Focusing on a very narrow niche can be very successful, and Sharon Little has proven it with her strict focus on romance travel in Jamaica. We recently sat down with Sharon to ask about her business model and experiences in the travel industry.
Travel Research Online (TRO): How long have you been in the travel industry?
Sharon Little (SL): Here in the United States it has been approximately six years. Prior to that I worked in the UK for Thomas Cook for approximately 15 years.
TRO: Have you always been in the travel industry?
SL: Yes. I studied travel tourism in college. After college I got into business travel after college but switched to leisure travel pretty quickly.
TRO: Before coming to the U.S. and starting your own agency, did you have a niche that you focused on at Thomas Cook?
SL: Not particularly. Just prior to immigrating to the United States as an employee of Thomas Cook, I was booking a lot of sports travel, but it wasn’t necessarily a niche.
TRO: How did you decide on a niche once you started your own agency in the United States?
SL: When I first got to the United States in 2009, I wasn’t sure about how the travel industry worked here so I had to do some research when I arrived. I looked at sports travel, cruising, and destination weddings, and I eventually decided to settle on destination weddings and romance travel. After additional research specifically on destination weddings, I felt that Jamaica was the biggest destination that wedding groups traveled to from the United States. I decided to visit Jamaica for the fist time in 2011, and fell in love with it. That’s when I decided I would focus strictly on romance travel to Jamaica.
TRO: How has focusing on such a specific niche helped your agency?
SL: It has proven to be very successful and lucrative for my business. My agency is the number one seller of Jamaica in the world. In 2013 we were third in the world, moving up to second in 2014 and becoming number one in 2015.
TRO: What do you do to keep yourself that focused on a single country and niche?
SL: I knew when I decided to specialize that I had to be the best at it. I keep myself educated about the travel industry, about romance travel, and about Jamaica. And I keep visiting Jamaica as often as I can to nurture the relationships that I have built there.
TRO: How do you work with clients that come to you with a different destination in mind for their wedding or honeymoon?
SL: I have been very successful in changing many people over to Jamaica from the Dominican Republic or Mexico. On those rare occasions when I can’t get them to switch, I refer them to one of my independent contractors that specializes in the destination they want. I truly only focus on booking Jamaica.
TRO: You mentioned independent contractors (ICs); have you always had ICs?
SL: No. For approximately the first three years I operated pretty much on my own. For the past three years I have had ICs working with me.
TRO: Do you work through a host agency, or on your own?
SL: For the past four years I have been with Travel Planners International (TPI), but I do have some of my own contracts directly with some properties and brands in Jamaica simply due to the volume of business that I do with them. Where I don’t have a direct contract I do book through a small handful of tour operators.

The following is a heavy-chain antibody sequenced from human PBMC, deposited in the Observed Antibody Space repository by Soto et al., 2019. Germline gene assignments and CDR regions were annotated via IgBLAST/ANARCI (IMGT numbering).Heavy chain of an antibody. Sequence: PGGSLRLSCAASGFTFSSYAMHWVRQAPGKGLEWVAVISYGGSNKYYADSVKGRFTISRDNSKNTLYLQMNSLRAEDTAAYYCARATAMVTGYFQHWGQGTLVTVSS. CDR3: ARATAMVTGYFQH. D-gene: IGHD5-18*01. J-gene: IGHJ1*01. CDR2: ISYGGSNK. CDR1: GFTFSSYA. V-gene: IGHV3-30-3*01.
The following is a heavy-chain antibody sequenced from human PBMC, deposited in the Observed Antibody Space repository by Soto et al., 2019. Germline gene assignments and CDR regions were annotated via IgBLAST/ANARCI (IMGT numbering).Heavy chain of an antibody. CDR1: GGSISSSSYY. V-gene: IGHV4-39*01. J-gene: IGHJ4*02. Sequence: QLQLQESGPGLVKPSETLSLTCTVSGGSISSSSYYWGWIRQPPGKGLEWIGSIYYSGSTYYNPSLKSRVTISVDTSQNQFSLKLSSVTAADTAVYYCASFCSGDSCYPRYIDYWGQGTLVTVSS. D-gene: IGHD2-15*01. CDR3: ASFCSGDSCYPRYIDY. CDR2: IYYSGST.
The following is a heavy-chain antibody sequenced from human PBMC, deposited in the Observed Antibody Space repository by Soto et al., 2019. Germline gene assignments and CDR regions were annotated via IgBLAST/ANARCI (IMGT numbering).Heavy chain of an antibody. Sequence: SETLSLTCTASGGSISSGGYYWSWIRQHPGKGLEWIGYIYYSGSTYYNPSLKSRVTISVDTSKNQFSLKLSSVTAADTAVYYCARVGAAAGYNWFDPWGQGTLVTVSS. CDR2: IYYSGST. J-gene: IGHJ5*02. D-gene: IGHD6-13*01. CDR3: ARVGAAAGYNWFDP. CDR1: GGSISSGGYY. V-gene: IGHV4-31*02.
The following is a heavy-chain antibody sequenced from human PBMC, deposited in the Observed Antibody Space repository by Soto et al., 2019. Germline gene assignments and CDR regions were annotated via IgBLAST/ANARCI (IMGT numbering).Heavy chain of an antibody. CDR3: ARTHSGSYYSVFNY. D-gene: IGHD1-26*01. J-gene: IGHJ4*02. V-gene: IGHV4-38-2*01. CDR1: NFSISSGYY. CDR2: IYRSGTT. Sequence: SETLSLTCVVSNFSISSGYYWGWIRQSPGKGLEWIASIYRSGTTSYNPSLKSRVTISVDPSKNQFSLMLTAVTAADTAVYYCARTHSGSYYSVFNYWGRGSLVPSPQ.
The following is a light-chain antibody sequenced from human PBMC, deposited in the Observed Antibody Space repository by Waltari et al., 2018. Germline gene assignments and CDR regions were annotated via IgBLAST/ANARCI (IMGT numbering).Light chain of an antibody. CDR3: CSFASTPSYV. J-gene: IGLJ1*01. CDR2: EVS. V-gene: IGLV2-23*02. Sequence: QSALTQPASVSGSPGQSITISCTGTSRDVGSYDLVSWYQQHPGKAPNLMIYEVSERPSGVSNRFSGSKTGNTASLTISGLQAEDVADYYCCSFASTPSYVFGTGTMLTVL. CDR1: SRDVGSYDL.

TRO: Having been in the industry in two different countries, what differences have you noticed?
SL: There is more regulation in UK to become a travel agent. You don’t officially need a certification but you can’t just go to a host to start the next day. You need some training first before you are allowed to start selling, and consumers are educated to only book through certified agencies (bonded, etc.).
Also in the UK and Europe, most travel professionals are younger. Being a travel agent is known as being a glamorous and sexy job. I was surprised when I came to the United States and there was such a different demographic of agents, with many on their second or third career, or being a travel agent as a supplementary job. Also, there are not too many millennials in the industry compared to UK.
TRO: Based on your experience, what tips would you share with other travel agents?
SL: You simply cannot be all things to all people – most travel agents that are generalists seem to struggle a lot more than those agents that specialize. Find your niche, and become THE expert in it, whether it’s a brand, a destination, or a type of travel. That is what will make you stand out from the rest and be successful.
Also, it’s a continuous education. No matter how long you’ve been in the industry or what you specialize in, keep educated — in the business side as well as product side.
TRO: How do you deal with competition from big box stores or online websites?
SL: I really have no concerns about the Internet, online agencies, Costco Travel, etc. Yes, it can be frustrating at times, but it’s a perfect opportunity to demonstrate your value to potential clients. If they’re buying on price alone, it’s not a great message to promote; and I don’t believe you will be successful when hyper-price focused. I will ask clients, “You’re going to trust your most precious day to an anonymous website?!” I always educate clients about what I can do for them, that they can’t get from the Internet or Costco. Usually peace of mind wins over any minimal savings.
Susan Schaefer is the owner of Ships ‘N’ Trips Travel located in Tennessee, and specializes in leisure travel with a focus on group travel and charity fundraisers. Through their division Kick Butt Vacations, she focuses on travel for 18 to 23-year-olds. Susan can be reached by email at firstname.lastname@example.org or by phone at (888) 221-1209.